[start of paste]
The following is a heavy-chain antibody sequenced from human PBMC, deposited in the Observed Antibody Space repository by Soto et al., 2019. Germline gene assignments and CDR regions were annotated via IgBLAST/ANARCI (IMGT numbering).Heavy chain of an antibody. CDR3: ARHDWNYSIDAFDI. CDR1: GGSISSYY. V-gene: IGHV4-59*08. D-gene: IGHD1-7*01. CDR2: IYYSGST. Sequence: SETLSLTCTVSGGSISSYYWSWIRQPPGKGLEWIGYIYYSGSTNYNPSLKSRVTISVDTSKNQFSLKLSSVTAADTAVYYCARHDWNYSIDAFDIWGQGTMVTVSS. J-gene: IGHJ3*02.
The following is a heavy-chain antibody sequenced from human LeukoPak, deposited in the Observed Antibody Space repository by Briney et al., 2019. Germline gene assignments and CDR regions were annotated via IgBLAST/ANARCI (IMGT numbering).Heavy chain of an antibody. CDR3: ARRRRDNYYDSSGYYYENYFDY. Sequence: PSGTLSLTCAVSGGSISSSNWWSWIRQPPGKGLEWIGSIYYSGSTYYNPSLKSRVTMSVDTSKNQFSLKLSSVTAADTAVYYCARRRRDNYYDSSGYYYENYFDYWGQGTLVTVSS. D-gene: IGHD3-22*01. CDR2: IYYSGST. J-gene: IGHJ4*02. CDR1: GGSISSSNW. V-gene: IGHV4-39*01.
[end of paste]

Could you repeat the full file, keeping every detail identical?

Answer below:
The following is a heavy-chain antibody sequenced from human PBMC, deposited in the Observed Antibody Space repository by Soto et al., 2019. Germline gene assignments and CDR regions were annotated via IgBLAST/ANARCI (IMGT numbering).Heavy chain of an antibody. CDR3: ARHDWNYSIDAFDI. CDR1: GGSISSYY. V-gene: IGHV4-59*08. D-gene: IGHD1-7*01. CDR2: IYYSGST. Sequence: SETLSLTCTVSGGSISSYYWSWIRQPPGKGLEWIGYIYYSGSTNYNPSLKSRVTISVDTSKNQFSLKLSSVTAADTAVYYCARHDWNYSIDAFDIWGQGTMVTVSS. J-gene: IGHJ3*02.
The following is a heavy-chain antibody sequenced from human LeukoPak, deposited in the Observed Antibody Space repository by Briney et al., 2019. Germline gene assignments and CDR regions were annotated via IgBLAST/ANARCI (IMGT numbering).Heavy chain of an antibody. CDR3: ARRRRDNYYDSSGYYYENYFDY. Sequence: PSGTLSLTCAVSGGSISSSNWWSWIRQPPGKGLEWIGSIYYSGSTYYNPSLKSRVTMSVDTSKNQFSLKLSSVTAADTAVYYCARRRRDNYYDSSGYYYENYFDYWGQGTLVTVSS. D-gene: IGHD3-22*01. CDR2: IYYSGST. J-gene: IGHJ4*02. CDR1: GGSISSSNW. V-gene: IGHV4-39*01.